Company C, which had elements ashore guarding American naval facilities and on
duty at the Nanking Embassy, to the 3d Marines, which redesignated it Company

     After touching at Guam, Pearl Harbor, and the Canal Zone, the 9th Marines
arrived 16 May at Moorehead City, North Carolina, and went from there to Camp
Lejeune.  Three days later, it became part of the 2d Provisional Marine

     On 5 October, the 9th, by now refreshed and retrained and still part of
the 2d Provisional Regiment, loaded on board the USS FREMONT at Little Creek,
Virginia, participating the next day in LEX-1, a landing exercise. 
Reembarking on the FREMONT, it took part on the 8th in the rehearsal for
NORAMEX, a northern amphibious exercise designed to condition the Marines in
landing on an arctic shore and living in a tundra environment. Then it sailed
aboard the FREMONT for Cape Porcupine, Labrador, and NORAMEX.  While en route,
the 9th Marines was redesignated the 3d Battalion, 6th Marines, as a result of
a further reorganization of the Marine Corps.  Thus, on 17 October 1949, the
name of the 9th Marines again was dropped from the muster rolls of the Marine

                               The Later Years

     During the Korean War, the 9th Marines was again reactivated at Camp
Pendleton as an integral part of the 3d Marine Division, Fleet Marine Force,
on 17 March 1952.<45>  When all of its component units were activated, the
regiment consisted of Headquarters and Service Company, three rifle
battalions, Anti-Tank Company, and 4.2 Mortar Company.  For the first several
months of the unit's existence, training and drill kept its Marines busy.

     On 8 September, the 9th sailed from San Diego to participate in AIRLEX-1,
the first operation of its kind ever attempted by the Marine Corps.  This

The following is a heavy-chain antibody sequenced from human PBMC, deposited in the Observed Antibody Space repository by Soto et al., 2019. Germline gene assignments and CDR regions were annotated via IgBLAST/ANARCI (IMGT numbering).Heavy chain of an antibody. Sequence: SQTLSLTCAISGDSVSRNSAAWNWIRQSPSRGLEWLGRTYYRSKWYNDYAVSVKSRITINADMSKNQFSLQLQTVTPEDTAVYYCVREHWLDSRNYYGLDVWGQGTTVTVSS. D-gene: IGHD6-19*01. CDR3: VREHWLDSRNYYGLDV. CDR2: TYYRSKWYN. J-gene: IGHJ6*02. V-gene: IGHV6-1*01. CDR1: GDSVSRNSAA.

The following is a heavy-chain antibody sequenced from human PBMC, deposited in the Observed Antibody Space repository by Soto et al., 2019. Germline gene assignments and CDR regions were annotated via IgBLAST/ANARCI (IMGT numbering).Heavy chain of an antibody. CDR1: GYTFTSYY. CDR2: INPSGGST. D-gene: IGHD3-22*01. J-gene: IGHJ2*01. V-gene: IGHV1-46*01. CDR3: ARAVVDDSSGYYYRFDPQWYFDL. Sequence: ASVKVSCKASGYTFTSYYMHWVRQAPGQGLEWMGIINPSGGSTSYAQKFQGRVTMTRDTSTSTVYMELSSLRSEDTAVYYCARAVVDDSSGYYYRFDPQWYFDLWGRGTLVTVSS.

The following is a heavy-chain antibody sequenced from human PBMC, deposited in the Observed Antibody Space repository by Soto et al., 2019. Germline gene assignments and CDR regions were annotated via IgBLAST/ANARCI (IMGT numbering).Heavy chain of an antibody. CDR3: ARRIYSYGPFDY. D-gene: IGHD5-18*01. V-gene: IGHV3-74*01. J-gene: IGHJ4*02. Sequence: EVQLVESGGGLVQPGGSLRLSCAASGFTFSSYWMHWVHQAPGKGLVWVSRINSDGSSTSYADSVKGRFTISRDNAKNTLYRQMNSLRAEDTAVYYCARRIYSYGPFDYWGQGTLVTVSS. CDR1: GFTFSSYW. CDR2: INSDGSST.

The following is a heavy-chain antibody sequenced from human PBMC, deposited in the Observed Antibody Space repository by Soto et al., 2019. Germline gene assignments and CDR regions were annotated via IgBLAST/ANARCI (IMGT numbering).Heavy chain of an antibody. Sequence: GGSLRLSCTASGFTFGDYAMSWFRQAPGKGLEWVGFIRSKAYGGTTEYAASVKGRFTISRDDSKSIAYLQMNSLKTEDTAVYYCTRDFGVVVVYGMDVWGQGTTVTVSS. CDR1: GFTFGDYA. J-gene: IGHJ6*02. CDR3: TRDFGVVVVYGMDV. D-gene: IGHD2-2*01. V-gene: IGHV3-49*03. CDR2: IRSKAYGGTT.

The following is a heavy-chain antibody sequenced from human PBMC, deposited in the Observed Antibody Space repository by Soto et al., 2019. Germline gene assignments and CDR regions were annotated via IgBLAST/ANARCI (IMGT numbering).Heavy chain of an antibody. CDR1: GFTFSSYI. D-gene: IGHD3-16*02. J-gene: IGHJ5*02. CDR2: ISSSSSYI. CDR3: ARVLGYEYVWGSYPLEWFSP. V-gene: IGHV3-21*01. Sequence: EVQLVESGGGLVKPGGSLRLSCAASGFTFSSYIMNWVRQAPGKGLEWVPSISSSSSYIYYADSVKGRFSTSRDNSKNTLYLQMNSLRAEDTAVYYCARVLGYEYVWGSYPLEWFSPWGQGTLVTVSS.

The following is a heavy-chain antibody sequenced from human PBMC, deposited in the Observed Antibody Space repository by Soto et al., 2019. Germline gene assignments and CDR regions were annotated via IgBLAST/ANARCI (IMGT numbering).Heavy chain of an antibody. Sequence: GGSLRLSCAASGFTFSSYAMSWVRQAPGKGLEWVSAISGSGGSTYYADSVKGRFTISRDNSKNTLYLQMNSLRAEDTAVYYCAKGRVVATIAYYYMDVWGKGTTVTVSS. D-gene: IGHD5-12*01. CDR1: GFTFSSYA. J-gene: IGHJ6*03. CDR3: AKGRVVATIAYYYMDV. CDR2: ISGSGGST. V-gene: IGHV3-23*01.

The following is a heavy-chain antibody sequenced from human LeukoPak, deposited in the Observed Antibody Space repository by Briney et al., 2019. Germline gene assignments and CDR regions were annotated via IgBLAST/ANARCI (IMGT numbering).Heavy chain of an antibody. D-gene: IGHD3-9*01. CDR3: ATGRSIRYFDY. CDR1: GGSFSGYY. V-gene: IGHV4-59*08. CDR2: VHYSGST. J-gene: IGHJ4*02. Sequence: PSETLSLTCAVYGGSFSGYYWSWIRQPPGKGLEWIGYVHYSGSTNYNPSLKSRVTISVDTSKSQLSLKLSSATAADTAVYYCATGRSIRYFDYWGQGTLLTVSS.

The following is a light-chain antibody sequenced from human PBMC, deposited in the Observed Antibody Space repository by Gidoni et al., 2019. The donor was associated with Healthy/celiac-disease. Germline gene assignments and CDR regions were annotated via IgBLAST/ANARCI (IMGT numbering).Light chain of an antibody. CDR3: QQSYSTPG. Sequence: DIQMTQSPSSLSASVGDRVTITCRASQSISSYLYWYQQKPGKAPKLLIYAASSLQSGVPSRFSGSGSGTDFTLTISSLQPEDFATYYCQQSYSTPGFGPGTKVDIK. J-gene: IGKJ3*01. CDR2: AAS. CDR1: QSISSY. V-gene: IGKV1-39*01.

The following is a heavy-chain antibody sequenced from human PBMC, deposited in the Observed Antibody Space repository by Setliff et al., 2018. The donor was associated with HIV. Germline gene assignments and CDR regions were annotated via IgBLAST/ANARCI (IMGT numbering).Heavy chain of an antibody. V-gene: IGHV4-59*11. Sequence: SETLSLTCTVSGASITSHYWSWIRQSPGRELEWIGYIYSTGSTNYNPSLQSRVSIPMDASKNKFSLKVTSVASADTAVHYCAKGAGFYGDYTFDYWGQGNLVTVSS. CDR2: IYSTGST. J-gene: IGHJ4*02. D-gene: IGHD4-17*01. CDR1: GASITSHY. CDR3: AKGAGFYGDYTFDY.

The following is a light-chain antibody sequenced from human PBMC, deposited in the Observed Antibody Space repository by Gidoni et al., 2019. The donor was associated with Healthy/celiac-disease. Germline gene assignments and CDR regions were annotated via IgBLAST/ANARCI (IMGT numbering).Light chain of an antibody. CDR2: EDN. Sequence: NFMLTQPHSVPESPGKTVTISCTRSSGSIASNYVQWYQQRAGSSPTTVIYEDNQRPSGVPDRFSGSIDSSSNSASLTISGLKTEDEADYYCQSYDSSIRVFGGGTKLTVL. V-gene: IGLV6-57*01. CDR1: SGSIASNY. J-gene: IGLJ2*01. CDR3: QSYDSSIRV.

unique maneuver demonstrated the use of the "airhead," sequel to the beachhead
of World War II.  In a massive air landing operation using several types of
aircraft, Marines established and held an airhead at Camp Hawthorne, Nevada.

     During October the 3d Marine Division, after nine days aboard ship off
the coast of southern California, started its


amphibious landing maneuver, PHIBEX-1.  This was a standard amphibious
training exercise using landing boats; however, an entire battalion of the 9th
was transported in a surprise "airhead" assault landing.  In December, the
regiment went to the other extreme in training exercises when it participated
in FEX-1, a desert training problem near Twenty-Nine Palms, California in the
middle of 800 square miles of desert.  In April 1953, a return to their more
natural habitat was made, when the Marines participated in PHIBEX-II, another
amphibious exercise.

     In the summer of 1953, the 3d Marine Division was ordered to Japan to
strengthen the Far East Command by serving as a mobile force in readiness. 
The 9th Marines left the States in August and was established by October in
Camp Gifu, Japan. On 14 October, the regiment departed via railway for winter
maneuvers at Camp Fuji-McNair, Japan.  A month later, it staged a three-day
helicopter exercise.

     On 14 January 1954, the 9th embarked aboard ship at Nagoya and sailed for
Okinawa and a landing exercise.  Shortly after returning to Japan, it made a
change in location from Camp Gifu to the newly-renovated Camp Shinodayama,